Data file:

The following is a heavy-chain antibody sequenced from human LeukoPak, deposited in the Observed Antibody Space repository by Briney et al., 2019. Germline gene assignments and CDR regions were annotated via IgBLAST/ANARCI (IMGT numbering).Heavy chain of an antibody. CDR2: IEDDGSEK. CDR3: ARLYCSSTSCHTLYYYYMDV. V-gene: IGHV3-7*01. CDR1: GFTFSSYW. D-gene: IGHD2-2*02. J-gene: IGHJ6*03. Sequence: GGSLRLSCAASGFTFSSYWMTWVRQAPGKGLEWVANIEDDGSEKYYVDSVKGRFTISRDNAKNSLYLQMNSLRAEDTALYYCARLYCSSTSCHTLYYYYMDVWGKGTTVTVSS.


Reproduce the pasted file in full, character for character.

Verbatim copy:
The following is a heavy-chain antibody sequenced from human LeukoPak, deposited in the Observed Antibody Space repository by Briney et al., 2019. Germline gene assignments and CDR regions were annotated via IgBLAST/ANARCI (IMGT numbering).Heavy chain of an antibody. CDR2: IEDDGSEK. CDR3: ARLYCSSTSCHTLYYYYMDV. V-gene: IGHV3-7*01. CDR1: GFTFSSYW. D-gene: IGHD2-2*02. J-gene: IGHJ6*03. Sequence: GGSLRLSCAASGFTFSSYWMTWVRQAPGKGLEWVANIEDDGSEKYYVDSVKGRFTISRDNAKNSLYLQMNSLRAEDTALYYCARLYCSSTSCHTLYYYYMDVWGKGTTVTVSS.